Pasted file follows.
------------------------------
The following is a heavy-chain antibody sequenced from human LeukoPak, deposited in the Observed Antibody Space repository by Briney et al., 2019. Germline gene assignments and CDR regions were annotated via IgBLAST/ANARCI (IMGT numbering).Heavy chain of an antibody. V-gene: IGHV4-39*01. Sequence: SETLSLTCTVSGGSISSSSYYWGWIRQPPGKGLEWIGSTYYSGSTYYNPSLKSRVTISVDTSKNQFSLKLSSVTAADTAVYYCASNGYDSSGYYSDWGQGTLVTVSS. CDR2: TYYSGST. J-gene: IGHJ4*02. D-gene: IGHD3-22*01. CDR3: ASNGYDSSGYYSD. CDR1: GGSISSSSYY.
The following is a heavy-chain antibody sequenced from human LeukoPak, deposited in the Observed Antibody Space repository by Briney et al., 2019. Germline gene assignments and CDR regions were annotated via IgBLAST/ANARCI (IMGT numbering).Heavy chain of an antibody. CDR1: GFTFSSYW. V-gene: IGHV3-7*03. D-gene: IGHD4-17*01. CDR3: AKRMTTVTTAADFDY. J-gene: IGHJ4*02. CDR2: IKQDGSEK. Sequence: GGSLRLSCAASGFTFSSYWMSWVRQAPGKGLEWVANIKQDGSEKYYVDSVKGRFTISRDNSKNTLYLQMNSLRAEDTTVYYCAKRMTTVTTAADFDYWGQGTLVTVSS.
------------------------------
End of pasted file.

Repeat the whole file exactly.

The following is a heavy-chain antibody sequenced from human LeukoPak, deposited in the Observed Antibody Space repository by Briney et al., 2019. Germline gene assignments and CDR regions were annotated via IgBLAST/ANARCI (IMGT numbering).Heavy chain of an antibody. V-gene: IGHV4-39*01. Sequence: SETLSLTCTVSGGSISSSSYYWGWIRQPPGKGLEWIGSTYYSGSTYYNPSLKSRVTISVDTSKNQFSLKLSSVTAADTAVYYCASNGYDSSGYYSDWGQGTLVTVSS. CDR2: TYYSGST. J-gene: IGHJ4*02. D-gene: IGHD3-22*01. CDR3: ASNGYDSSGYYSD. CDR1: GGSISSSSYY.
The following is a heavy-chain antibody sequenced from human LeukoPak, deposited in the Observed Antibody Space repository by Briney et al., 2019. Germline gene assignments and CDR regions were annotated via IgBLAST/ANARCI (IMGT numbering).Heavy chain of an antibody. CDR1: GFTFSSYW. V-gene: IGHV3-7*03. D-gene: IGHD4-17*01. CDR3: AKRMTTVTTAADFDY. J-gene: IGHJ4*02. CDR2: IKQDGSEK. Sequence: GGSLRLSCAASGFTFSSYWMSWVRQAPGKGLEWVANIKQDGSEKYYVDSVKGRFTISRDNSKNTLYLQMNSLRAEDTTVYYCAKRMTTVTTAADFDYWGQGTLVTVSS.